where , , are the -component of the vectors of a spin frame in the space of the asymptotic spinors. (For the various realizations of these spinors see for example [363].)Similarly, the various definitions for angular momentum at null infinity could be rewritten in this formalism. Although there is no generally accepted definition for angular momentum at null infinity in general spacetimes, in stationary spacetimes there is. It is the unit sphere integral on the cut of the leading term of the Weyl spinor component , weighted by appropriate (spin weighted) spherical harmonics:

In particular, Bramson’s expression also reduces to this ‘standard’ expression in the absence of the outgoing gravitational radiation [86].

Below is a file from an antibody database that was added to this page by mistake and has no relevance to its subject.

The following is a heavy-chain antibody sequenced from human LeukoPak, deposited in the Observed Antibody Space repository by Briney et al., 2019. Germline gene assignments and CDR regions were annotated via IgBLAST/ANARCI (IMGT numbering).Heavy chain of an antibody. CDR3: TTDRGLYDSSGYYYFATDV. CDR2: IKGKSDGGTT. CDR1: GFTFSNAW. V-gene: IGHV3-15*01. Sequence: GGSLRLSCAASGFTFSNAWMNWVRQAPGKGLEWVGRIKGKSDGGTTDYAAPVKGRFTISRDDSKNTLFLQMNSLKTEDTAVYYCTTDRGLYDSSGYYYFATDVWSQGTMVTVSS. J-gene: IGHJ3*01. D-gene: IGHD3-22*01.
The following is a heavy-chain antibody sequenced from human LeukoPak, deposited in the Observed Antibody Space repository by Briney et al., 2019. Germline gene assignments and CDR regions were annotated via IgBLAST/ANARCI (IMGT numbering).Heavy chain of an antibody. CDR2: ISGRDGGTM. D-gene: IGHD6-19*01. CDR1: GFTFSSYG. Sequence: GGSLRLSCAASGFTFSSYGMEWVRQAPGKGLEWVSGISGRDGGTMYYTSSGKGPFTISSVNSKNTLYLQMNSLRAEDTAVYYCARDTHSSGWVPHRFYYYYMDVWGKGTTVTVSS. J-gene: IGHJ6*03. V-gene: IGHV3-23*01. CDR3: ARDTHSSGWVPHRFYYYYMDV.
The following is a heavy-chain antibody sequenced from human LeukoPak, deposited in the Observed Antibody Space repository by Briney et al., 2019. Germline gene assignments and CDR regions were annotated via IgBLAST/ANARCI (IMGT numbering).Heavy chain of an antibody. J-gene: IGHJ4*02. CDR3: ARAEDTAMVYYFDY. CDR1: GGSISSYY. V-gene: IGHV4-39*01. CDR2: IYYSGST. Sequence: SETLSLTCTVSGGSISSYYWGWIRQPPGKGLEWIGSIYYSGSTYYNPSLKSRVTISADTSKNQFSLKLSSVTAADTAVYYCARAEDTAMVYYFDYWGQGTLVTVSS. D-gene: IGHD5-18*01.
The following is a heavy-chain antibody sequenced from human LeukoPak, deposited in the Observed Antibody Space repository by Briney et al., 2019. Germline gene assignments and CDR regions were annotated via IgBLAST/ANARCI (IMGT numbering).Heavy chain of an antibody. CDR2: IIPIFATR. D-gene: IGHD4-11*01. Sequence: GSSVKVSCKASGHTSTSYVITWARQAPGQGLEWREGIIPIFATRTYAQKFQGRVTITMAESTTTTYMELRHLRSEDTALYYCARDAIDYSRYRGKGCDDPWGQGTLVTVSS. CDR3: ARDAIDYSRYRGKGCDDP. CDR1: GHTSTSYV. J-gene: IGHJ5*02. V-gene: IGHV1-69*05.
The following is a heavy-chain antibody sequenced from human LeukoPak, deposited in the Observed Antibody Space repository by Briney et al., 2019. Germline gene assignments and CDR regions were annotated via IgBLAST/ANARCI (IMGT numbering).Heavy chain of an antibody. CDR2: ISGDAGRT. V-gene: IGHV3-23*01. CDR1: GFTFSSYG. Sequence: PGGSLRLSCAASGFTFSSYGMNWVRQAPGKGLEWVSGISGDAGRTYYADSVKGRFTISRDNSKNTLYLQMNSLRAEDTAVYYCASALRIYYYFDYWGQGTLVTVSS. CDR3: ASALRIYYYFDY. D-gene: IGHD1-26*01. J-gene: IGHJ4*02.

In the weak field approximation of general relativity [382, 22, 387, 313, 227] the gravitational field is described by a symmetric tensor field on Minkowski spacetime , and the dynamics of the field is governed by the linearized Einstein equations, i.e. essentially the wave equation. Therefore, the tools and techniques of the Poincaré-invariant field theories, in particular the Noether-Belinfante-Rosenfeld procedure outlined in Section 2.1 and the ten Killing vectors of the background Minkowski spacetime, can be used to construct the conserved quantities. It turns out that the symmetric energy-momentum tensor of the field is essentially the second order term in the Einstein tensor of the metric . Thus in the linear approximation the field does not contribute to the global energy-momentum and angular momentum of the matter + gravity system, and hence these quantities have the form (5) with the linearized energy-momentum tensor of the matter fields. However, as we will see in Section 7.1.1, this energy-momentum and angular momentum can be re-expressed as a charge integral of the (linearized) curvature [349, 206, 313].